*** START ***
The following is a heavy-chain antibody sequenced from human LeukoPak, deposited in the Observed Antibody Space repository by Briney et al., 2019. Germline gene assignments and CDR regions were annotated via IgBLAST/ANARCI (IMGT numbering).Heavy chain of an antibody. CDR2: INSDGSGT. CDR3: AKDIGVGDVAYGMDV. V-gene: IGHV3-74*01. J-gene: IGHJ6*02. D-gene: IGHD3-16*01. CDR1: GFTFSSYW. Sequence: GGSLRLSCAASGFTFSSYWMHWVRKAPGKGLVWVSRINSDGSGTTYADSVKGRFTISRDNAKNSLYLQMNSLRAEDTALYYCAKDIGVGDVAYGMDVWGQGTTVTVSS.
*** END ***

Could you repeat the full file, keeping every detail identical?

The following is a heavy-chain antibody sequenced from human LeukoPak, deposited in the Observed Antibody Space repository by Briney et al., 2019. Germline gene assignments and CDR regions were annotated via IgBLAST/ANARCI (IMGT numbering).Heavy chain of an antibody. CDR2: INSDGSGT. CDR3: AKDIGVGDVAYGMDV. V-gene: IGHV3-74*01. J-gene: IGHJ6*02. D-gene: IGHD3-16*01. CDR1: GFTFSSYW. Sequence: GGSLRLSCAASGFTFSSYWMHWVRKAPGKGLVWVSRINSDGSGTTYADSVKGRFTISRDNAKNSLYLQMNSLRAEDTALYYCAKDIGVGDVAYGMDVWGQGTTVTVSS.